Now last year, I made marinara sauce and canned it – had enough half-pints to last me all year. But this year, when I looked up recipes, I was shocked to discover that the rules have changed. For water-bath canning, that is…

Seems that modern varieties of tomatoes are not nearly so acid as in times past, so if you want to can tomatoes without a pressure canner, you need to add some citric acid or lemon juice to each jar. Really?

Yep – I scoured the internet and everyone was on the same page about it. So I guess I’ll fall in line and try not to kill anyone with botulism. So my method this year was different.

I really don’t relish the idea of skinning each tomato by hand so there was no use doing that to can tomato chunks. Even if I buy canned tomatoes, they get crushed during the cooking process, so it only made sense to go ahead and make juice or plain sauce out of what I had. That’s the basic ingredient for marinara or pizza sauce anyway. And who can’t use some plain ole juice to spice up for Bloody Mary’s???

IMG_3854So first I cut up the tomatoes into large chunks and put them in a hot pan with a little olive oil. It didn’t take long for them to soften, which meant I could take them off the heat and put them through the food mill. The OXO food mill is another thing I got last year and it is fantastic! Just set it over a large bowl and start cranking – all the good stuff goes through and the skins are scraped off and left behind.IMG_3857

And don’t forget to scrape off the thicker stuff that clings to the bottom of the food mill. That’s what Chef Anne Burrell calls the “big money” stuff and you don’t want to waste it. So into the bowl it goes.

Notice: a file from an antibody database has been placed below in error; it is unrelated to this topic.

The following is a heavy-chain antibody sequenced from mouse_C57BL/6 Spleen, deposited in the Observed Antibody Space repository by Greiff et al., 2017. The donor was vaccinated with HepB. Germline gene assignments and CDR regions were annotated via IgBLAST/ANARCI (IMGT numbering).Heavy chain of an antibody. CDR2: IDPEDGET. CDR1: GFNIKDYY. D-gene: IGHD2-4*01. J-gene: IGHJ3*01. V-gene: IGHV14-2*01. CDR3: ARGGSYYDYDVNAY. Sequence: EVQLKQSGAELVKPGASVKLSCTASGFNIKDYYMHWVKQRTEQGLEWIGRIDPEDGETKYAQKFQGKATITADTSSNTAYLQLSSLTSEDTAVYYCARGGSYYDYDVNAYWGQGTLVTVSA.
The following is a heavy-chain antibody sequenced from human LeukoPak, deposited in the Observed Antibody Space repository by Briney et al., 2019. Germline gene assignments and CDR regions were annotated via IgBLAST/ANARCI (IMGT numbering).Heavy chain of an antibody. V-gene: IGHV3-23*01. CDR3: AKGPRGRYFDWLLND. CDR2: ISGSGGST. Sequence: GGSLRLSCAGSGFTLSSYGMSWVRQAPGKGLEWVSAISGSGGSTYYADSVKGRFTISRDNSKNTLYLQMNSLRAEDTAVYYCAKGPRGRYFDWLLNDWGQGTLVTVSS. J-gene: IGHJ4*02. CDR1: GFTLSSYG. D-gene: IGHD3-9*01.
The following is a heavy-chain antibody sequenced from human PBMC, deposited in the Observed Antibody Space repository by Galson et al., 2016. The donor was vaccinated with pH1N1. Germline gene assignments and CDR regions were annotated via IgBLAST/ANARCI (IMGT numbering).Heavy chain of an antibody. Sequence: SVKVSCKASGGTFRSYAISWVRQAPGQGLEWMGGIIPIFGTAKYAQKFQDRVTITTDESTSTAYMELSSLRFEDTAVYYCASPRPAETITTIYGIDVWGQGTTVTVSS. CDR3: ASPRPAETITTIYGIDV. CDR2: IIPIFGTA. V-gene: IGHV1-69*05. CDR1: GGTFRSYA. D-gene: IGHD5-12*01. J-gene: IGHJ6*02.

canningI no longer have the big ole granite-ware canner. Nope – last year I got a small plastic set up that fits in a regular soup pot. The picture shows it holding 3 pint jars but I can do 5 half pints or 2 pints and 3 half pints at a time. It works great and is not hard to store. (Available on Amazon: here)

After putting the first batch through the food mill, I put the hot sauce directly into my jars and then into the canner for 45 minutes. Each jar has a bit of salt, lemon juice and the milled tomatoes. Pretty thin consistency. And when I took them out of the water bath, the juice had separated in the jar somewhat so there was tomato “water” on the bottom and thicker juice on top of each jar. No big deal, but not exactly a sauce I can use quickly next winter.

So after 10 half-pint jars of “juice” – I decided to put the next batch of milled tomatoes back on the stove to cook. Seems you can cook it down for an hour or two or three and it will get thicker and not separate in the jar. That was something I wanted to try.

IMG_3865I let the sauce simmer for about 90 minutes – I’m sure it could have gone on for at least 90 more – but I really wanted to get to bed sometime before daylight dawned. By now it was cooked down by 25-30% and was considerably thicker than when I started. Good enough for me!

So I canned that batch for another 45 minutes and took each jar out of the water bath with tongs. And the fun thing was that I could hear the lids “popping” – the sound when they make that airtight seal – even as I was setting them on the counter to cool down. What happy sounds!

I feel a tomato still life painting coming on…